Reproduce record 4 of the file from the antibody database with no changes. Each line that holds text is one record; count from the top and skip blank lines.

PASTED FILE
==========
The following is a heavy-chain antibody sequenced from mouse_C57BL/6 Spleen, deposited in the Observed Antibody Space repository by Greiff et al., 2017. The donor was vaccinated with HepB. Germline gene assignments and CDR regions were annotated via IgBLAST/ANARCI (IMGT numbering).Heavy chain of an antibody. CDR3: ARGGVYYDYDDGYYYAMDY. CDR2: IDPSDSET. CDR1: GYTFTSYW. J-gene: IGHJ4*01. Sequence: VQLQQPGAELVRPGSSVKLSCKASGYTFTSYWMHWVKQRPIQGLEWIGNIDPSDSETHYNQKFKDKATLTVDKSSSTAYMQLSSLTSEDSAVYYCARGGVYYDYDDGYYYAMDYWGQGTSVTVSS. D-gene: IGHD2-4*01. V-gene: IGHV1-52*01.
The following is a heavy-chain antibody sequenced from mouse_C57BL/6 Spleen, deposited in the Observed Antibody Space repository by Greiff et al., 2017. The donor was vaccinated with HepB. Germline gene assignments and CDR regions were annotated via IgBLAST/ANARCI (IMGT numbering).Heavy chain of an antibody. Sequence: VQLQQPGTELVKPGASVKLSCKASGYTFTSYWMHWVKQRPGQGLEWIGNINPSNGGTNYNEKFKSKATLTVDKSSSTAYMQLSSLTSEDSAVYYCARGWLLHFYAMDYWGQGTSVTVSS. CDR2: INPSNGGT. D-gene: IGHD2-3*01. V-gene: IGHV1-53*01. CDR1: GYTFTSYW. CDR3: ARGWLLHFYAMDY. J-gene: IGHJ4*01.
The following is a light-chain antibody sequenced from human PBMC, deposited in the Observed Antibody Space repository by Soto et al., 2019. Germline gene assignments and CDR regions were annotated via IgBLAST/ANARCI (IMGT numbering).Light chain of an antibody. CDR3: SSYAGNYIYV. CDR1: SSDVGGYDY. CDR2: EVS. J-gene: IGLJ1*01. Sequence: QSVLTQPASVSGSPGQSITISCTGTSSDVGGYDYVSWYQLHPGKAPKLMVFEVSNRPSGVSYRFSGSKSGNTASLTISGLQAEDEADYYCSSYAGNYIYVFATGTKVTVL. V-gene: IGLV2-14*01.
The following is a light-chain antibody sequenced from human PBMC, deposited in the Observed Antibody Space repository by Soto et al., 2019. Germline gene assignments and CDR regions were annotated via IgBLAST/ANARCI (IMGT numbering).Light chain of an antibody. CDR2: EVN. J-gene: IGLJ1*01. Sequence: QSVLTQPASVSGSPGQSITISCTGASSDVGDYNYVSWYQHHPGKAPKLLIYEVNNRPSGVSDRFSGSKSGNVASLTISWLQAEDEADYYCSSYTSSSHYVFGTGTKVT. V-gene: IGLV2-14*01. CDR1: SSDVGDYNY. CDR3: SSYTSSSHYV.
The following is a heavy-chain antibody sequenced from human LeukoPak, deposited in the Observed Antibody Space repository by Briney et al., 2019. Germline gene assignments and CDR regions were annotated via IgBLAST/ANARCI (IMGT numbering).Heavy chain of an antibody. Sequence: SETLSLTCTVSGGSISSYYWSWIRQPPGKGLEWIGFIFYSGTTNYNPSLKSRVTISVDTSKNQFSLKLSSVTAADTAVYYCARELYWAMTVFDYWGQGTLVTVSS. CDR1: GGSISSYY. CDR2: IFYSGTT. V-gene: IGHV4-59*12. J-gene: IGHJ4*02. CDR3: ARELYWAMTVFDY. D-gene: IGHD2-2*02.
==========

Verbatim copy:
The following is a light-chain antibody sequenced from human PBMC, deposited in the Observed Antibody Space repository by Soto et al., 2019. Germline gene assignments and CDR regions were annotated via IgBLAST/ANARCI (IMGT numbering).Light chain of an antibody. CDR2: EVN. J-gene: IGLJ1*01. Sequence: QSVLTQPASVSGSPGQSITISCTGASSDVGDYNYVSWYQHHPGKAPKLLIYEVNNRPSGVSDRFSGSKSGNVASLTISWLQAEDEADYYCSSYTSSSHYVFGTGTKVT. V-gene: IGLV2-14*01. CDR1: SSDVGDYNY. CDR3: SSYTSSSHYV.